12 12 What Does a Manager Do? operational process involving management functions of : planning, organising, staffing, directing, leading, controlling increasingly complex resulting from: IT developments globalisation international economics - Twin towers shrinking time frames - chasing the sun social constraints - green purchasing

13 13 4. Managerial Decision Making what Information does a manager need ? Information needs determined by decisions that must be made which are determined by set objectives Objectives Decisions Info Needs Decisions Info Needs

14 14 Model of Decision Making Simon (1960) Intelligence Choice Design Develop awareness that problem exists. Gather information on the problem. Try to develop alternative solutions. May require additional info. at this stage Heavily reliant on Design stage being undertaken properly. Should be straight forward. Decision Stage Search and scanning procedures Formulate model, search for alternatives, Predict/measure outcomes Select the best or best alternatives, design a plan of action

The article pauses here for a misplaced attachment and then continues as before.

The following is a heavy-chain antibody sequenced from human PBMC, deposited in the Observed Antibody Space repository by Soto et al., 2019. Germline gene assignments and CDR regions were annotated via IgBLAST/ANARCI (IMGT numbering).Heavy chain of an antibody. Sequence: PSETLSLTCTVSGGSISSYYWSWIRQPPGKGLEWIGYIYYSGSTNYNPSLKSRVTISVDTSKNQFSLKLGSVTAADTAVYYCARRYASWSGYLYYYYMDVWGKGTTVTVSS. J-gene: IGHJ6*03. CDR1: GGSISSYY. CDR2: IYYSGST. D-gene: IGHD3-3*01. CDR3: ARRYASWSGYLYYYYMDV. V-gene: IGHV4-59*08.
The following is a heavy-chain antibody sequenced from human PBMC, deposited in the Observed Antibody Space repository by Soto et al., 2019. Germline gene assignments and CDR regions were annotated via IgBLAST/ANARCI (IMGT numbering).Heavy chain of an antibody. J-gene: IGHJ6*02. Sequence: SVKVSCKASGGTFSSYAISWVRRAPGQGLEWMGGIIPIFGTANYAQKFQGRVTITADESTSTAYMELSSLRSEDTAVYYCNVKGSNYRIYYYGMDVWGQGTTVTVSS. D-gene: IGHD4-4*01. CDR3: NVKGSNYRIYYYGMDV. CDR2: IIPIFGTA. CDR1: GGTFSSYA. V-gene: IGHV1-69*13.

15 15 Decision Making Model

16 16 Types of Decision

17 17 5. Management Levels Operational Tactical Strategic Unstructured (non-programmable) Structured (programmable)

18 18 Levels of Decision Making Strategic Decision Making involves establishing objectives outlining long-term plans to meet those objectives Tactical Decision Making implementing decisions made at strategic level allocating resources needed to meet organisational objectives Operational Decision Making executing tasks ensure efficient, effective

19 19 Nature of Decisions at Management Levels

20 20 6. Decision Levels and Info Type Orientation Planning Horizon Performance Focus Coverage Level of Detail Uncertainty Degree of objectivity Level of Accuracy primarily internal immediate/few days current activities specific activities highly detailed low objectively measured high accuracy levels required internal & external short /medium term historical & current dept/function detailed & summarised reports degree of uncertainty objective & subjective data moderate accuracy levels more external medium/long term predictive rather than historical performance total organisation typically highly summarised high levels of uncertainty higher proportion is subjective accuracy less critical to decisions at this level Info Attributes OperationalTacticalStrategic